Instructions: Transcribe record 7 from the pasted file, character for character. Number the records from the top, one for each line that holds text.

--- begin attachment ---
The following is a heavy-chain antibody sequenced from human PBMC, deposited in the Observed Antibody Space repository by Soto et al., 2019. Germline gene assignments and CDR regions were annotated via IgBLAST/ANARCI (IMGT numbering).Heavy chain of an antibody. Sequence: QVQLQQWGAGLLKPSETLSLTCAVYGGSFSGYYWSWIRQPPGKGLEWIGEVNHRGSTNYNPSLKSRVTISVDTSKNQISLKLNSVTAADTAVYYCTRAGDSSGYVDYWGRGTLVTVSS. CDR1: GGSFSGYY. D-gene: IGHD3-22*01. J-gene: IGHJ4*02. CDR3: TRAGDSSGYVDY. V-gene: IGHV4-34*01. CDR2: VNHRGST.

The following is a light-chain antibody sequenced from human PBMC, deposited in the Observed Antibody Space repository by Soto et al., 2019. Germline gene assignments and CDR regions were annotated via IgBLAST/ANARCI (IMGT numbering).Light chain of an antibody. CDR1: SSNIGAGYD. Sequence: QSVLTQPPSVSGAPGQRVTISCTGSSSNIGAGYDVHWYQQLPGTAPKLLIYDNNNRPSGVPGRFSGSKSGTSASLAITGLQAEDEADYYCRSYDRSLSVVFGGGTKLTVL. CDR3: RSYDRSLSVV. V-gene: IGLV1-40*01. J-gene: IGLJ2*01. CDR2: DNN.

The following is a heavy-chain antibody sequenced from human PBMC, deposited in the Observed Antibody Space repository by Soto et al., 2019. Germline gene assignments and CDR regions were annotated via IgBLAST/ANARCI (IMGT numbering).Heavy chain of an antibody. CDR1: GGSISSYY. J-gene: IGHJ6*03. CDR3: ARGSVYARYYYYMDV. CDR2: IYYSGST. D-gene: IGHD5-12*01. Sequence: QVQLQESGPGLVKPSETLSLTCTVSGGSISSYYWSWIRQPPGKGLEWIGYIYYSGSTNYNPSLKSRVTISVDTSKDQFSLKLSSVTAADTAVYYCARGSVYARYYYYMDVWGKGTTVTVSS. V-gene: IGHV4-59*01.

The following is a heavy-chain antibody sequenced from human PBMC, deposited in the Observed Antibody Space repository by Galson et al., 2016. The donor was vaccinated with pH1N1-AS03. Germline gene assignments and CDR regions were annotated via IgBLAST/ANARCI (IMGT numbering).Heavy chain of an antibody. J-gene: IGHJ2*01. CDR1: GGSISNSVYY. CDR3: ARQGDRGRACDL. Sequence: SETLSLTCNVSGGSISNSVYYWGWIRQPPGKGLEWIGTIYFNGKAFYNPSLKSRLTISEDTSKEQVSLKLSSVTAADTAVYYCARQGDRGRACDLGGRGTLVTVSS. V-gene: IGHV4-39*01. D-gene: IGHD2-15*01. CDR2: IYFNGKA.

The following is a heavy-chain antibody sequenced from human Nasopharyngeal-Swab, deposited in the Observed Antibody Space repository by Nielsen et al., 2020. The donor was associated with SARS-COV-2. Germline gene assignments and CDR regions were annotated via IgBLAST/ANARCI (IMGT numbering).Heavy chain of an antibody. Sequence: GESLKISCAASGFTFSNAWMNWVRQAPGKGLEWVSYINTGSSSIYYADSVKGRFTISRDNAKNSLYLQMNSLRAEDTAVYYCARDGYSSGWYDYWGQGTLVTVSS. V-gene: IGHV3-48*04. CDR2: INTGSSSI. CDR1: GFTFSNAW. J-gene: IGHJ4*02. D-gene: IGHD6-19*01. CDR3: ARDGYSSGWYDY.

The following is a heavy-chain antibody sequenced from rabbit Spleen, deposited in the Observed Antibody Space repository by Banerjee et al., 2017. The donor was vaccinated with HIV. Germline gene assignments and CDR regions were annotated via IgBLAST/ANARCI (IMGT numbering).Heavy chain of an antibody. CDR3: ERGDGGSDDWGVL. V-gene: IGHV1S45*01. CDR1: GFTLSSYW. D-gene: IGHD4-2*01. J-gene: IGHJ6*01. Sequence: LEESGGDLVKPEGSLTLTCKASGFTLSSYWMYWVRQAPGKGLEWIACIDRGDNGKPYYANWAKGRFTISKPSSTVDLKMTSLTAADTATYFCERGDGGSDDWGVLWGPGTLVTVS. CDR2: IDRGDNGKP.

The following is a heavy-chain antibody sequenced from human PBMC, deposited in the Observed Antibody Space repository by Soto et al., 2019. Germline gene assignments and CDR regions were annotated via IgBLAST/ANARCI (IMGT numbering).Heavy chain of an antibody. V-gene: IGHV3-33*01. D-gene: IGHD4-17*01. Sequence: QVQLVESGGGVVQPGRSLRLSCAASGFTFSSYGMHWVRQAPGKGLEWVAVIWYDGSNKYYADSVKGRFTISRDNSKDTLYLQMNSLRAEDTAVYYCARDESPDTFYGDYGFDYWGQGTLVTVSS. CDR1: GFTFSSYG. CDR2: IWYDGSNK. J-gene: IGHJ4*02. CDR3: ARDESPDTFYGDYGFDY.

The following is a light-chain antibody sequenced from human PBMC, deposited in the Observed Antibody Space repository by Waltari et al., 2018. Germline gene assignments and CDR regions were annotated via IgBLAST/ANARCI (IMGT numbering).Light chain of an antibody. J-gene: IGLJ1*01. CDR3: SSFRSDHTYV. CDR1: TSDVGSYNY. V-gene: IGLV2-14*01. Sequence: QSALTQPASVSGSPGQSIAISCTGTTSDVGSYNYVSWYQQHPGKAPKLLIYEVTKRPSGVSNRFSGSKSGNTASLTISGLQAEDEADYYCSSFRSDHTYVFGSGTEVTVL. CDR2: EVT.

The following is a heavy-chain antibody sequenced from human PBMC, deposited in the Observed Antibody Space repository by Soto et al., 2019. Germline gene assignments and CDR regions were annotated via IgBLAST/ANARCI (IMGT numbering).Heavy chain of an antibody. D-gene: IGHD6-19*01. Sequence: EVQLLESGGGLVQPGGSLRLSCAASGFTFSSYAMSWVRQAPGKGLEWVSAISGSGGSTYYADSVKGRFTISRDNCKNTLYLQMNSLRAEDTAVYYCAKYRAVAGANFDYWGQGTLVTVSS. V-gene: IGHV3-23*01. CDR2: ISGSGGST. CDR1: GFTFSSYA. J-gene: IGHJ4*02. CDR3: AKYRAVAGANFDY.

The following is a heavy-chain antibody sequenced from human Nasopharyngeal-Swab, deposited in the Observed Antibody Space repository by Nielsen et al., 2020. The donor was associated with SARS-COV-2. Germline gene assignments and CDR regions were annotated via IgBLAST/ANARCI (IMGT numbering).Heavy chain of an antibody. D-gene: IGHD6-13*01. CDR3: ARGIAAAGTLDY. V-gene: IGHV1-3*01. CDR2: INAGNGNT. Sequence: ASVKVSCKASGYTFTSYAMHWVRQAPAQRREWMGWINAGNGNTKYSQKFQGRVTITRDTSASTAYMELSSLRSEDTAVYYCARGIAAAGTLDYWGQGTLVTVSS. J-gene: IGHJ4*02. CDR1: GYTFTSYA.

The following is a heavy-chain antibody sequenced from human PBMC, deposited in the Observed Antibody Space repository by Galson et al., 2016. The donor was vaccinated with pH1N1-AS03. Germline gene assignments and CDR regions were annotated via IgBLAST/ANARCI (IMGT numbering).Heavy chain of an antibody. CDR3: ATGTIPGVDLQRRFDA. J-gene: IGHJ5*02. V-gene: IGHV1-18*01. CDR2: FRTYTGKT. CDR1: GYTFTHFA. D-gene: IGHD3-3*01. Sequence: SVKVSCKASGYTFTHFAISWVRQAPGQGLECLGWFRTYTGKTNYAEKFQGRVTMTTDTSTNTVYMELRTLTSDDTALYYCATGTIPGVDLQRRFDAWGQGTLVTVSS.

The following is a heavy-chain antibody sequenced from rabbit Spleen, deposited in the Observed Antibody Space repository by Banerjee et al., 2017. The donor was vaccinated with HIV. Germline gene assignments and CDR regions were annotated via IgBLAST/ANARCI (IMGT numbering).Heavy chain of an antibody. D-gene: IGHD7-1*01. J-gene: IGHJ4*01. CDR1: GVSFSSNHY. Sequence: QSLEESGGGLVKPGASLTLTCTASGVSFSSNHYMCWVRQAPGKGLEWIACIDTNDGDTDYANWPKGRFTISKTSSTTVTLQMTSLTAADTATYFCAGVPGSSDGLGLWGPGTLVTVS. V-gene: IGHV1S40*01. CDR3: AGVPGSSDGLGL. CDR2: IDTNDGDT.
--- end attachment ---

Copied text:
The following is a heavy-chain antibody sequenced from human PBMC, deposited in the Observed Antibody Space repository by Soto et al., 2019. Germline gene assignments and CDR regions were annotated via IgBLAST/ANARCI (IMGT numbering).Heavy chain of an antibody. V-gene: IGHV3-33*01. D-gene: IGHD4-17*01. Sequence: QVQLVESGGGVVQPGRSLRLSCAASGFTFSSYGMHWVRQAPGKGLEWVAVIWYDGSNKYYADSVKGRFTISRDNSKDTLYLQMNSLRAEDTAVYYCARDESPDTFYGDYGFDYWGQGTLVTVSS. CDR1: GFTFSSYG. CDR2: IWYDGSNK. J-gene: IGHJ4*02. CDR3: ARDESPDTFYGDYGFDY.